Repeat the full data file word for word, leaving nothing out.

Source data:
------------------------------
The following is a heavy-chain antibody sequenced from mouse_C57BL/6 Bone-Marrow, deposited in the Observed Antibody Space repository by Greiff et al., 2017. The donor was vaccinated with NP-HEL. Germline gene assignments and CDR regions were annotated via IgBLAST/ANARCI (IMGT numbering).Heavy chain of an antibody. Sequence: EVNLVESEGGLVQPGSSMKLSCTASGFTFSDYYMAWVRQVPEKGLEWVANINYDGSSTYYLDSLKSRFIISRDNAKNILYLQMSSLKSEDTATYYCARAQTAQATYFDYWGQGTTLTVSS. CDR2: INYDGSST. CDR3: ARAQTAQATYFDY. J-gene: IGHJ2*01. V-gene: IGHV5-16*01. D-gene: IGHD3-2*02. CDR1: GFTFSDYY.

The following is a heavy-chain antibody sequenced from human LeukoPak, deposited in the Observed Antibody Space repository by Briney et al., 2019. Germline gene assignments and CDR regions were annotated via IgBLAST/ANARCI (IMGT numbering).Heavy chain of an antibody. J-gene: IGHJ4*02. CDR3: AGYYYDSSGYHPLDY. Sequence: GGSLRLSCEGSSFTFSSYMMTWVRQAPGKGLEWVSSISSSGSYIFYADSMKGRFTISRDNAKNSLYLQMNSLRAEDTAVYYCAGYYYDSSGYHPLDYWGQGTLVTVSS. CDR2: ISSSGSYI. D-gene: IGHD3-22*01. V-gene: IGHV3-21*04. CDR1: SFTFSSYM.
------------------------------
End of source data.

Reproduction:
The following is a heavy-chain antibody sequenced from mouse_C57BL/6 Bone-Marrow, deposited in the Observed Antibody Space repository by Greiff et al., 2017. The donor was vaccinated with NP-HEL. Germline gene assignments and CDR regions were annotated via IgBLAST/ANARCI (IMGT numbering).Heavy chain of an antibody. Sequence: EVNLVESEGGLVQPGSSMKLSCTASGFTFSDYYMAWVRQVPEKGLEWVANINYDGSSTYYLDSLKSRFIISRDNAKNILYLQMSSLKSEDTATYYCARAQTAQATYFDYWGQGTTLTVSS. CDR2: INYDGSST. CDR3: ARAQTAQATYFDY. J-gene: IGHJ2*01. V-gene: IGHV5-16*01. D-gene: IGHD3-2*02. CDR1: GFTFSDYY.

The following is a heavy-chain antibody sequenced from human LeukoPak, deposited in the Observed Antibody Space repository by Briney et al., 2019. Germline gene assignments and CDR regions were annotated via IgBLAST/ANARCI (IMGT numbering).Heavy chain of an antibody. J-gene: IGHJ4*02. CDR3: AGYYYDSSGYHPLDY. Sequence: GGSLRLSCEGSSFTFSSYMMTWVRQAPGKGLEWVSSISSSGSYIFYADSMKGRFTISRDNAKNSLYLQMNSLRAEDTAVYYCAGYYYDSSGYHPLDYWGQGTLVTVSS. CDR2: ISSSGSYI. D-gene: IGHD3-22*01. V-gene: IGHV3-21*04. CDR1: SFTFSSYM.